Here are a few organizations and causes I’ve seen in and around the web today.
“Our mission is to build collective power with AAPI women and girls to gain full agency over our lives, our families, and our communities.”
“The Asian American Federation’s mission is to raise the influence and well-being of the pan-Asian American community through research, policy advocacy, public awareness and organizational development.”
“Hyphen is a news and culture magazine, media outlet and community partner, that illuminates Asian America through hard-hitting investigative features on the cultural and political trends shaping the fastest-growing ethnic population in the country. We offer in-depth profiles of change-makers in our community and a window into the world of artists and writers who are re-envisioning and rewriting what it means to be Asian American. Through balanced and incisive reporting and sometimes irreverent commentary, we relate the enormous richness, contradiction, and vitality that defines the Asian American experience to stimulate debate, raise awareness, and build bridges within and beyond our own community.”
“Butterfly was formed by sex workers, social workers, legal and health professionals. It provides support to, and advocates for, the rights of Asian and migrant sex workers. The organization is founded upon the belief that sex workers are entitled to respect and basic human rights. Butterfly asserts that, regardless of their immigration status, Asian and migrant sex workers should be treated like all other workers.”
“Red Canary Song centers basebuilding with migrant workers through a labor rights framework and mutual aid. We believe that full decriminalization is necessary for labor organizing and anti-trafficking.”
“SWAN is one of only two organizations in Canada providing culturally-specialized supports and advocacy to im/migrant women engaged in indoor sex work. The diverse voices and ongoing resilience of these communities of women fuel SWAN’s mission to change the social and political narratives that racialize, misdefine, exclude and otherwise harm them.”
To be honest, I haven’t donated to any of these organizations. I’m posting this here to refer back to later. Beyond that, I’m not sure what to do or say. I mean, I know what not to say, at the very least, which is a call for more police [in New York, once-presidential-hopeful Andrew Yang, thank you]. From what I see so far, this is a cultural issue, not a systemic or institutional one. I’ve seen discussions about stereotypes and fetishization of Asian women — it shouldn’t take a spree killing to remind me these are extremely dangerous aspects of the American male psyche and of the utmost importance to a project like With Eyes East. I mean, it’s in the title — Eyes — and it ought to suggest my own complicity.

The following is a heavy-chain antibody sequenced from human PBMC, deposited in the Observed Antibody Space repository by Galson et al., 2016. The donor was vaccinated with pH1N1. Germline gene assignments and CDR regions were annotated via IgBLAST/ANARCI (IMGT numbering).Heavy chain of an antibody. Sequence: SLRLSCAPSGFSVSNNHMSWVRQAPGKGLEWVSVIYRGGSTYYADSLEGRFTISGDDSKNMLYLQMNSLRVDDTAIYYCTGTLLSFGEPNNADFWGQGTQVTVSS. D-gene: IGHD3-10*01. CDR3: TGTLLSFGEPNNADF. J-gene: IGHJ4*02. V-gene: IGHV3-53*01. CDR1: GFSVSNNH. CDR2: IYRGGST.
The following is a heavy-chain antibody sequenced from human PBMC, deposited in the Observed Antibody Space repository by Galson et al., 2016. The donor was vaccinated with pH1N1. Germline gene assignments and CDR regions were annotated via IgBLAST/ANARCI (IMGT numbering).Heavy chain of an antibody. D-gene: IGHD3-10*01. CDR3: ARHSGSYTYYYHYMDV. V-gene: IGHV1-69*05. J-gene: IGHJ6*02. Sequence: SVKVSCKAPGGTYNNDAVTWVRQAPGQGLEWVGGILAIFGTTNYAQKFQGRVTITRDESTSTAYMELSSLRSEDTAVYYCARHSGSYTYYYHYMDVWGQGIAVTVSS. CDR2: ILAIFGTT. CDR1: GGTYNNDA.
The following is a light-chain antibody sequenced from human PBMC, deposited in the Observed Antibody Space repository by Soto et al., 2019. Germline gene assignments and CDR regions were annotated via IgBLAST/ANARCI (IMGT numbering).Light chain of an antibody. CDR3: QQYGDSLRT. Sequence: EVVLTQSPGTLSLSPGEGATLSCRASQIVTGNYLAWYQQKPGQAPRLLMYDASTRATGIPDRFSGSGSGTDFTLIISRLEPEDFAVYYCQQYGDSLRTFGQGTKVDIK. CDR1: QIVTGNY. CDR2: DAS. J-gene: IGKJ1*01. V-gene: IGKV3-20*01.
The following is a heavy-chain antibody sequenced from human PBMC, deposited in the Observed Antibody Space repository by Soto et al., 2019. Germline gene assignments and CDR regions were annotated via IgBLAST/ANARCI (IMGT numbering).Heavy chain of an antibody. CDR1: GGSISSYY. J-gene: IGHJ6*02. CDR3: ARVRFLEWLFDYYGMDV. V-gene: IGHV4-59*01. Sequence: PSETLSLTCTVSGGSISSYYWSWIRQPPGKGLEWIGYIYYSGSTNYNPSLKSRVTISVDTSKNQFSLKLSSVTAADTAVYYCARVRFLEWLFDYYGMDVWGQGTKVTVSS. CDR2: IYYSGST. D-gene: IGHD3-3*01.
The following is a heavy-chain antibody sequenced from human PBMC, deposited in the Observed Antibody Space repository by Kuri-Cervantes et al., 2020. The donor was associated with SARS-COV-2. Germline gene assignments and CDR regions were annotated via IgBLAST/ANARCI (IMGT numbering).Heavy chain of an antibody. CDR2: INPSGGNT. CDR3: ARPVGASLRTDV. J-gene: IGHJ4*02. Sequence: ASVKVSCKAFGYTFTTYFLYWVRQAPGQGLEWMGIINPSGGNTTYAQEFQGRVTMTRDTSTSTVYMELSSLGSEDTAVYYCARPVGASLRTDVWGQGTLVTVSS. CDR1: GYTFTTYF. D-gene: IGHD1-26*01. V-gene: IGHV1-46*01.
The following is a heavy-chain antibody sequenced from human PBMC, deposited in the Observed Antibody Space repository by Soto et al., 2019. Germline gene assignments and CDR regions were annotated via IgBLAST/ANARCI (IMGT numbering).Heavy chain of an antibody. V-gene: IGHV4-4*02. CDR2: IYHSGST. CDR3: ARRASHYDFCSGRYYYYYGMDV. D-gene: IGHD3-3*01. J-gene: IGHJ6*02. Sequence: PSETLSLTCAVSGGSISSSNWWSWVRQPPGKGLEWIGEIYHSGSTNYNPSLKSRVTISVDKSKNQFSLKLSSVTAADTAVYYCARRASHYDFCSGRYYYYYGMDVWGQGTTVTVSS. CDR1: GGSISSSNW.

From the start of the most recent online chatter about anti-Asian violence in America, I’ve been preoccupied by complicating questions — did I do enough for other causes to suddenly shout about this one, is this even my cause? While the answer to both questions is “no,” the answer can’t then be “do nothing.” And it can’t be “ask for help on what to do” either because that’s awful dopey. I know better now than I did even last year, that deference to authoritative voices is always preferable than flailing speculation and editorializing, though the “blog” format invites it, and that those voices do exist and have been working all along. The above examples are only a few I’ve seen.
I can’t remember if I mentioned this on a podcast or in private conversation, but with all the crazy shit I’ve seen in K-pop, I wish Asian men thought of Asian women as “sisters,” the way Black people have the “brothers and sisters” thing. Not to say it would solve the problem, but I’m not detecting even a basic respect, speaking broadly, that might at least oil the gears forward. Asian women are consumed and designed — they become people’s business, they become imagery. And we just sit by and watch or even partake? This site is testament to my part in that, and while a lot of the subject matter for the videos last year was driven by fruitless appeals to SEO — Mulan came out — it would’ve happened anyway.
Instead of objectifying Asian actresses and idols under the transparent guise of “celebration,” I should be trying to introduce counter examples — imagery and narratives which challenge stereotypes and precepts. I should be promoting Asian movies and media that truly give foreign people a voice, not just cultural exports tailored for American consumption. That was the idea from the start! And I realize it’s awfully big to think I’ve failed a duty on this, you know, blog, but all this violence is about how we see each other in the world, and that is so influenced by media and storytelling. And because I’m part of the problem, anything I can positively contribute will be by nature repentant.
Not trying to make this about me, but here, have four paragraphs. Just trying to make sense of things. Also, this reads like one of those Internet apologies, and I suppose it is, but nobody asked. (Noted because that’s another creepy white guy thing to do).